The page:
Wednesday, March 24th, 2010 | Author:
Controlling Emotions

Controlling Emotions

And yes, before we get started, I really do mean it… do not try to control your emotions or your feelings. Learn to use them instead.

Little kids are told to control their emotions over and over again. This gets taught early and reinforced throughout life. But it turns out that the lesson is not quite right. You should not be controlling your emotions. You should be controlling your actions and reactions to your emotions.

Your emotions are like the instruments on your car. Controlling your emotions is like controlling the speedometer on your car so it says exactly what speed you want regardless of how fast the car is really going. When you drive you don’t control the speedometer, you control the speed of the vehicle using the speedometer as a guide.

So why would you expect the vehicle of yourself to work any different? You need your emotions, your instruments, and you need them to be working as accurately and with as much precision as possible.

An unfortunate majority of the people in the world spend their entire life working to control their speedometers rather than their actual speed. It happens with emotions, it happens in business, it happens in politics… it is just a part of our human nature. Unfortunately, the only possible outcome of controlling your instruments instead of using them to control your vehicle is that you end up flying blind. You are unable to tell where the you are, how fast you’re moving and where you’re heading. You may very well slam into a mountain, the ground or any number of other things. Turn off or reduce the accuracy of your instruments at your own peril.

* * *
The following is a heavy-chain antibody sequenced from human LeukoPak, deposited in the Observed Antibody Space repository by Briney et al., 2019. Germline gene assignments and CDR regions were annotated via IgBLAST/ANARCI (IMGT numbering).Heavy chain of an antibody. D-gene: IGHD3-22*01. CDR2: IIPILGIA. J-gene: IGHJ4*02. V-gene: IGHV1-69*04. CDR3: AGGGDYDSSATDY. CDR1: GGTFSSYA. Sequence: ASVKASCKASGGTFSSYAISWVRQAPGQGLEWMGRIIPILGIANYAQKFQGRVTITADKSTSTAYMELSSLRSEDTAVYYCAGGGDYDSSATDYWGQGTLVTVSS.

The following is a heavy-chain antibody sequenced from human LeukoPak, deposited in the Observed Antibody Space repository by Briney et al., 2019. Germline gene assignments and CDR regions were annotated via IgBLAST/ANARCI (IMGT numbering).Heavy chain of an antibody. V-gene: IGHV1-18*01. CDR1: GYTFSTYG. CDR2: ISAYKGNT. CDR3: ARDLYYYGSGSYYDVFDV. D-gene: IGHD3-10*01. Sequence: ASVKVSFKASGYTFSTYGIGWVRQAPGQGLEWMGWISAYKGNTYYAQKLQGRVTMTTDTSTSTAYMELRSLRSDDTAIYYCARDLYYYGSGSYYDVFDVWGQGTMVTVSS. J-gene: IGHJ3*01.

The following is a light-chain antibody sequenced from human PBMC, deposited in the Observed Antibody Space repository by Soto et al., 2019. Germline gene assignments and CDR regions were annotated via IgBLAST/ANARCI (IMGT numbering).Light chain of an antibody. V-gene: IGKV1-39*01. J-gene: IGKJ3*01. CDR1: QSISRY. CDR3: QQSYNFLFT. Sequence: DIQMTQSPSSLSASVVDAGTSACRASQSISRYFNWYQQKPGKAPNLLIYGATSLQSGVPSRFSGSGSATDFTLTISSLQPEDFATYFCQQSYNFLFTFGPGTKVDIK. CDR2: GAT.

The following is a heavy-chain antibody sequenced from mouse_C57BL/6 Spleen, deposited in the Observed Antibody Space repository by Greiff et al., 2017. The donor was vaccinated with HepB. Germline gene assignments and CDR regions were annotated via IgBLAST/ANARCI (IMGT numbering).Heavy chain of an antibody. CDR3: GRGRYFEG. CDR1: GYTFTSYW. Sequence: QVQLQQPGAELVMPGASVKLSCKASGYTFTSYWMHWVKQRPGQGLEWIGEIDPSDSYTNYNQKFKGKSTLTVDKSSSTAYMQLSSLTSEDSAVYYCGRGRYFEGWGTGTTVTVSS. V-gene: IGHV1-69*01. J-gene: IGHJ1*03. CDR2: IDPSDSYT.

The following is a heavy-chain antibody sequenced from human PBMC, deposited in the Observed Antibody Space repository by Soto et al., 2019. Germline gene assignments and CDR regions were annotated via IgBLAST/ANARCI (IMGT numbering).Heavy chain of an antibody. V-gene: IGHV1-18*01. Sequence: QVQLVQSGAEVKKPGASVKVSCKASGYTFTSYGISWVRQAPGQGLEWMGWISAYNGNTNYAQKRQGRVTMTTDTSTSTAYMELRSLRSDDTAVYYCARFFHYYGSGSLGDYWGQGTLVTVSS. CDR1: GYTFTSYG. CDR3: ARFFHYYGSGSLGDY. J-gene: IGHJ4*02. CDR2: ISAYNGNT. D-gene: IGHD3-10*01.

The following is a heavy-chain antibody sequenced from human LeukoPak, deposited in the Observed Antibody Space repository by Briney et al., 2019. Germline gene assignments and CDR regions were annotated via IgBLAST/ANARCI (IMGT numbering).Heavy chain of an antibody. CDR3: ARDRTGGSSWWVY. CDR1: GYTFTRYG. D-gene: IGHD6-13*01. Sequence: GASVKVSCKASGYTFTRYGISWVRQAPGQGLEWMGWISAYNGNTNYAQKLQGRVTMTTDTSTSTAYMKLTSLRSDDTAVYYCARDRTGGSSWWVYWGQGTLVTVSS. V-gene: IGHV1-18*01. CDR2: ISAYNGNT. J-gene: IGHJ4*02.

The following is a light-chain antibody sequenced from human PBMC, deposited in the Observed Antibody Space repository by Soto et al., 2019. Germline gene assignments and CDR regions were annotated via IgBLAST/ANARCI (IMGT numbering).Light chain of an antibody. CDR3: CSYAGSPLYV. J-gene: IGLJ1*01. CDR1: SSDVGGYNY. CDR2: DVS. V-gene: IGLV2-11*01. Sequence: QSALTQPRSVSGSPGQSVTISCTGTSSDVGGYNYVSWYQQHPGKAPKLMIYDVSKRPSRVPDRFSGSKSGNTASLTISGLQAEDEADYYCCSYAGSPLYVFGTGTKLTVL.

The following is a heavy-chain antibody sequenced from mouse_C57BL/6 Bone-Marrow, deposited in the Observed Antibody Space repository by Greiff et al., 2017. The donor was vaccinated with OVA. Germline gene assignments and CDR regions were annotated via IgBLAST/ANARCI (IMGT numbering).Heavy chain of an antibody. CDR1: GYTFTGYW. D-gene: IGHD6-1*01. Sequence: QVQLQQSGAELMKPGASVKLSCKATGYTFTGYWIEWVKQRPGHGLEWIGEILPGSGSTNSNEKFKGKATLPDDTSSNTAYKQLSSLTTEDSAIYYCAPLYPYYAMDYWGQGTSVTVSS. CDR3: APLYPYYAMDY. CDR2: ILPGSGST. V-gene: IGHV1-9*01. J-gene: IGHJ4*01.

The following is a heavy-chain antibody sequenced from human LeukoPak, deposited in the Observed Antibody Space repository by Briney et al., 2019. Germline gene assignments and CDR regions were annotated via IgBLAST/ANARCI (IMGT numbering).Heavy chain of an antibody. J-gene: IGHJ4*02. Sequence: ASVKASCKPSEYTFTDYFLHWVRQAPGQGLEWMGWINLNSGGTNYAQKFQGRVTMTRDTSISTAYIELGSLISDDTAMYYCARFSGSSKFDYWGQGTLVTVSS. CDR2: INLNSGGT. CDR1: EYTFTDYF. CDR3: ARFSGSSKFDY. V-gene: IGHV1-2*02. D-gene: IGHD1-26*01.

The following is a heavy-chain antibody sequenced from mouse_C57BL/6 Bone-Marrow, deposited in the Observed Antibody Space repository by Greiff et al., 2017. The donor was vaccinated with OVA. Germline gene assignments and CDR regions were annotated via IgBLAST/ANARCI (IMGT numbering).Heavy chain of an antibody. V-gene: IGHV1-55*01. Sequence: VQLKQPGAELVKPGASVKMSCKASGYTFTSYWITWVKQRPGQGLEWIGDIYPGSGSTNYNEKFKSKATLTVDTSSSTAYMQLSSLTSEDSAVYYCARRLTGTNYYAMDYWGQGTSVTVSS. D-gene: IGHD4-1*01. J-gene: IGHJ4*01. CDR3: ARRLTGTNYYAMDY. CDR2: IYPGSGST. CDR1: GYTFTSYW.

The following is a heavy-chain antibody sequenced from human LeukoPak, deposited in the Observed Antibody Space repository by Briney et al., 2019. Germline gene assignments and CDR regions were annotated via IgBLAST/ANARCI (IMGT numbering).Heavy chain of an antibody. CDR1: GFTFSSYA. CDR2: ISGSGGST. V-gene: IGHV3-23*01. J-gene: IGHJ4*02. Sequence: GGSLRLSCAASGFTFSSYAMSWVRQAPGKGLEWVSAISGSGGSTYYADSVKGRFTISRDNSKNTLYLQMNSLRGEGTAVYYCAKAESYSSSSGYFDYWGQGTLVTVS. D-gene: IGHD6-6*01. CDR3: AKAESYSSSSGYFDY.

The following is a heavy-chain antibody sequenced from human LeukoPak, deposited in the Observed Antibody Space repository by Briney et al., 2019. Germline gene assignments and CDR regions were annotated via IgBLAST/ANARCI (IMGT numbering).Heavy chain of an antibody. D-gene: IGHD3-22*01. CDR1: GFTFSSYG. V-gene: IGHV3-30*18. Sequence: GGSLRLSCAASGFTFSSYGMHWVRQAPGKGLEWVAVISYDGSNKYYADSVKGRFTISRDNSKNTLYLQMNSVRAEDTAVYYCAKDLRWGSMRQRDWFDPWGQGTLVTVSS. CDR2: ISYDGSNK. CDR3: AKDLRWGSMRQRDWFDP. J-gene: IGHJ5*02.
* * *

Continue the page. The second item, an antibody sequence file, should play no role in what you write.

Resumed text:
OK, so you leave the speedometer connected, but maybe you don’t like risk so you decide to just drive 40 on the freeway so you can easily stay safe. This almost works, but easy safety is seldom as safe as it appears. In this case, going 40 on the freeway to create safety from getting a ticket and safety from losing control of your own car also creates a new risk, namely that someone else will crash into you as they are not expecting you to be going 40 on a freeway.

In the same way as creating safety in one area often also creates a consequent risk in another, disconnecting your emotions also creates a consequent risk. The unintended consequence of disconnecting your life instruments, your emotions, is that you will be living an emotionally blind life, and you will have little chance of ever creating the only thing you really want. You will have little chance of ever finding true happiness and satisfaction in life.

Imagine a video game: You are a pilot flying a plane in a race or a battle across uneven terrain with obstacles such as trees, buildings, mountains, and canyons.

In this game, your engine makes more power the closer you are to the ground, and less power the higher you are. Therefore you can go faster near the ground and the obstacles, but slower if you’re up high away from the obstacles. But the lower you fly, the less time you have to react to the obstacles and terrain. Also, the faster you go, this problem is increased. But to do your best in the game, you have fly as low and as fast as you can.